Researchers at Purdue and Kansas State University have developed new rapid tests for E. coli detection to improve food safety. This will hopefully reduce the number of illnesses caused by this pathogen and save lives. The Kansas State project detects Shiga toxin-producing E. coli in ground beef. The traditional standard test for STEC can take as long as a week to get results, which means that people can get sick before a recall can be announced. This new method takes just one day to obtain confirmatory results. The method uses a "partition-based multichannel digital polymerase chain reaction system." Jamie Henningson, director fo the Kansas State Veterinary Diagnostic Laboratory, said in a statement, "We believe the new digital polymerase chain reaction detection method developed … [Read more...]

FDA Alerts Consumers to Dangers of Cesium Salts in Supplements

The FDA Is issuing a public health alert about dietary supplements that contain cesium salts, primarily cesium chloride. This ingredient has significant safety risks, including heart toxicity and potential death. The FDA is also alerting health care professionals about the risks of cesium salts, which are sometimes promoted as alternative treatments for cancer. Cesium salts have never been proven to be safe and effective to treat cancer or for any other use. While only a few dietary supplements on the market contain this ingredient, consumers should not purchase those products. According to the alert, there have been"multiple clinical case reports and non-clinical studies show significant safety concerns related to the use of such products, including potentially fatal cardiac … [Read more...]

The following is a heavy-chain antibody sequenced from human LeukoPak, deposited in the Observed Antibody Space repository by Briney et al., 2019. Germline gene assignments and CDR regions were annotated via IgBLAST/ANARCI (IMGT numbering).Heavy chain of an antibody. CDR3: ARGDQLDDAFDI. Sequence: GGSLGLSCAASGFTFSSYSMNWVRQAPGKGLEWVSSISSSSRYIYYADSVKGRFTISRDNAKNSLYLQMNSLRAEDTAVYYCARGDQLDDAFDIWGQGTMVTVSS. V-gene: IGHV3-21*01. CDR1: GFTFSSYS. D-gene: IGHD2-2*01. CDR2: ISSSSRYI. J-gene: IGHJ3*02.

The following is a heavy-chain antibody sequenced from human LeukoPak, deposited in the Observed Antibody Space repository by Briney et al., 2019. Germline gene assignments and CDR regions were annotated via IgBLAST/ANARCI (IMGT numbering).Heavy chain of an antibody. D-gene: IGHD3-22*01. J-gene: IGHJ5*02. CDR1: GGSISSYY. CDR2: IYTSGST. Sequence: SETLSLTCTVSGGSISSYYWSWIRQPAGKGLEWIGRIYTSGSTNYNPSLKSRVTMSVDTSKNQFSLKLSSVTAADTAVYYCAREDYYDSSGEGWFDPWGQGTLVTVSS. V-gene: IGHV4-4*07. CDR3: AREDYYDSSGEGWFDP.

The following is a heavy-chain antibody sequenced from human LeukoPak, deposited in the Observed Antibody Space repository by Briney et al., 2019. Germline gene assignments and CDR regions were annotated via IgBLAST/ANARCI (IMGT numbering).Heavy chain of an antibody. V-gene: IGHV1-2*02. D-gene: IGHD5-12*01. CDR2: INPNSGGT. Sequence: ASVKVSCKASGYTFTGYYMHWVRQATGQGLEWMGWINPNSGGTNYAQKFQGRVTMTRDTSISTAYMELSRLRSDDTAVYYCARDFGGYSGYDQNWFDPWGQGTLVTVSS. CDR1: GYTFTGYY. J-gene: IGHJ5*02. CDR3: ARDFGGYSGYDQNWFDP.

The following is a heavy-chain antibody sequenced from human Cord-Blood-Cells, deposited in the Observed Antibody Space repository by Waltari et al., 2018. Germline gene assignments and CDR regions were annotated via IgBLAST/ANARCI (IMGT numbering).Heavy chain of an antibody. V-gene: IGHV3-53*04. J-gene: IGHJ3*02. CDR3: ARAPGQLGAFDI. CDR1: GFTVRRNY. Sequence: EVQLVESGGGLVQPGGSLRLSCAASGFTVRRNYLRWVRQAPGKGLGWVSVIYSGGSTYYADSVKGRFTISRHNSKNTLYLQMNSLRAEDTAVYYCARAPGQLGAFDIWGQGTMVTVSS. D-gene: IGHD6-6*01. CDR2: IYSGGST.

Do You Know the Safe Minimum Temperatures For Meats and Poultry?

Food Poisoning Bulletin has been telling consumers for years about safe food handling to help prevent serious foodborne illness. Unfortunately, many raw meats and produce for sale in this country are contaminated with enough bacteria to make someone sick, so the consumers is the last defense against illness. How you handle and cook these foods is critical to your family's health. But do you know the safe minimum temperatures for these foods? First of all, every household should have a reliable and accurate food thermometer. And the cook or cooks in the family should know how to use one. The thermometer should be inserted into the thickest part of the food for the most accurate reading. That means it should be inserted thorough the side of a hamburger, and into the thickest part, … [Read more...]

FDA Approves Palforzia For Treatment of Children’s Peanut Allergies